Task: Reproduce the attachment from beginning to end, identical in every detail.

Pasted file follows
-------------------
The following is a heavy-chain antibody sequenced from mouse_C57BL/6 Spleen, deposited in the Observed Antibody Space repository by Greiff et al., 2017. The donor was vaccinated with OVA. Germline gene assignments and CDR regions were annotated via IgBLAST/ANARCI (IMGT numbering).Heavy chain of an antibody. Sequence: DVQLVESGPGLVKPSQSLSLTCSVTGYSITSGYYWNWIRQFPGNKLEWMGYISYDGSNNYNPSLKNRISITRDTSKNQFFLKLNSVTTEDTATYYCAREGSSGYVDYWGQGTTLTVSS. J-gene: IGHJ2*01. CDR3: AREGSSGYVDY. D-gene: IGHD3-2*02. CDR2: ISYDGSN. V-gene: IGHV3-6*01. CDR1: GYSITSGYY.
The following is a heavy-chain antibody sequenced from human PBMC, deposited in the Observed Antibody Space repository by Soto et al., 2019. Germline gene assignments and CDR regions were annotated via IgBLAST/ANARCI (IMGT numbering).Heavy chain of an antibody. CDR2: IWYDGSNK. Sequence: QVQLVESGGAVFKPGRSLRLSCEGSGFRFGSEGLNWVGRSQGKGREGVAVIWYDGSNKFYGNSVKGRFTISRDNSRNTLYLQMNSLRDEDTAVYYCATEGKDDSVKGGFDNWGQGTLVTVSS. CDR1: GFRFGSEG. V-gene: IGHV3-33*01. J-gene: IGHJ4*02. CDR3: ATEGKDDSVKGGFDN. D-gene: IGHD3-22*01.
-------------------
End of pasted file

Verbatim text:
The following is a heavy-chain antibody sequenced from mouse_C57BL/6 Spleen, deposited in the Observed Antibody Space repository by Greiff et al., 2017. The donor was vaccinated with OVA. Germline gene assignments and CDR regions were annotated via IgBLAST/ANARCI (IMGT numbering).Heavy chain of an antibody. Sequence: DVQLVESGPGLVKPSQSLSLTCSVTGYSITSGYYWNWIRQFPGNKLEWMGYISYDGSNNYNPSLKNRISITRDTSKNQFFLKLNSVTTEDTATYYCAREGSSGYVDYWGQGTTLTVSS. J-gene: IGHJ2*01. CDR3: AREGSSGYVDY. D-gene: IGHD3-2*02. CDR2: ISYDGSN. V-gene: IGHV3-6*01. CDR1: GYSITSGYY.
The following is a heavy-chain antibody sequenced from human PBMC, deposited in the Observed Antibody Space repository by Soto et al., 2019. Germline gene assignments and CDR regions were annotated via IgBLAST/ANARCI (IMGT numbering).Heavy chain of an antibody. CDR2: IWYDGSNK. Sequence: QVQLVESGGAVFKPGRSLRLSCEGSGFRFGSEGLNWVGRSQGKGREGVAVIWYDGSNKFYGNSVKGRFTISRDNSRNTLYLQMNSLRDEDTAVYYCATEGKDDSVKGGFDNWGQGTLVTVSS. CDR1: GFRFGSEG. V-gene: IGHV3-33*01. J-gene: IGHJ4*02. CDR3: ATEGKDDSVKGGFDN. D-gene: IGHD3-22*01.